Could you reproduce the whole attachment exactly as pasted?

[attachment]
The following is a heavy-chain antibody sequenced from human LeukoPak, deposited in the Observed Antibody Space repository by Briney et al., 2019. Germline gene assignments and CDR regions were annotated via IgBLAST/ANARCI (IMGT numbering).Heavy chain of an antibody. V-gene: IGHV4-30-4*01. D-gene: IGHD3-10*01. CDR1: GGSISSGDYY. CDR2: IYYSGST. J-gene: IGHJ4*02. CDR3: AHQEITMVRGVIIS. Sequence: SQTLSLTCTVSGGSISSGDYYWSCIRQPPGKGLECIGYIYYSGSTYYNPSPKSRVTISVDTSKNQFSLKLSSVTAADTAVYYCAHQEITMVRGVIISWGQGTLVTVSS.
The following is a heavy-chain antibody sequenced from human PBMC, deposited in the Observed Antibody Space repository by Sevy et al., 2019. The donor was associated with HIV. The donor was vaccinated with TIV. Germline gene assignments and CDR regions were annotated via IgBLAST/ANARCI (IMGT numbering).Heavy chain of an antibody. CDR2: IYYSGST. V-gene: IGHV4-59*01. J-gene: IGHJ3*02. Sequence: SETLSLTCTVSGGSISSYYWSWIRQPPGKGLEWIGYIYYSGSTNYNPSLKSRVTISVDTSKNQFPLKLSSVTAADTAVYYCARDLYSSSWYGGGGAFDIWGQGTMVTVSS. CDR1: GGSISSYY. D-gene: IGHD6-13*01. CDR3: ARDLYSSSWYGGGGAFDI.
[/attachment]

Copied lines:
The following is a heavy-chain antibody sequenced from human LeukoPak, deposited in the Observed Antibody Space repository by Briney et al., 2019. Germline gene assignments and CDR regions were annotated via IgBLAST/ANARCI (IMGT numbering).Heavy chain of an antibody. V-gene: IGHV4-30-4*01. D-gene: IGHD3-10*01. CDR1: GGSISSGDYY. CDR2: IYYSGST. J-gene: IGHJ4*02. CDR3: AHQEITMVRGVIIS. Sequence: SQTLSLTCTVSGGSISSGDYYWSCIRQPPGKGLECIGYIYYSGSTYYNPSPKSRVTISVDTSKNQFSLKLSSVTAADTAVYYCAHQEITMVRGVIISWGQGTLVTVSS.
The following is a heavy-chain antibody sequenced from human PBMC, deposited in the Observed Antibody Space repository by Sevy et al., 2019. The donor was associated with HIV. The donor was vaccinated with TIV. Germline gene assignments and CDR regions were annotated via IgBLAST/ANARCI (IMGT numbering).Heavy chain of an antibody. CDR2: IYYSGST. V-gene: IGHV4-59*01. J-gene: IGHJ3*02. Sequence: SETLSLTCTVSGGSISSYYWSWIRQPPGKGLEWIGYIYYSGSTNYNPSLKSRVTISVDTSKNQFPLKLSSVTAADTAVYYCARDLYSSSWYGGGGAFDIWGQGTMVTVSS. CDR1: GGSISSYY. D-gene: IGHD6-13*01. CDR3: ARDLYSSSWYGGGGAFDI.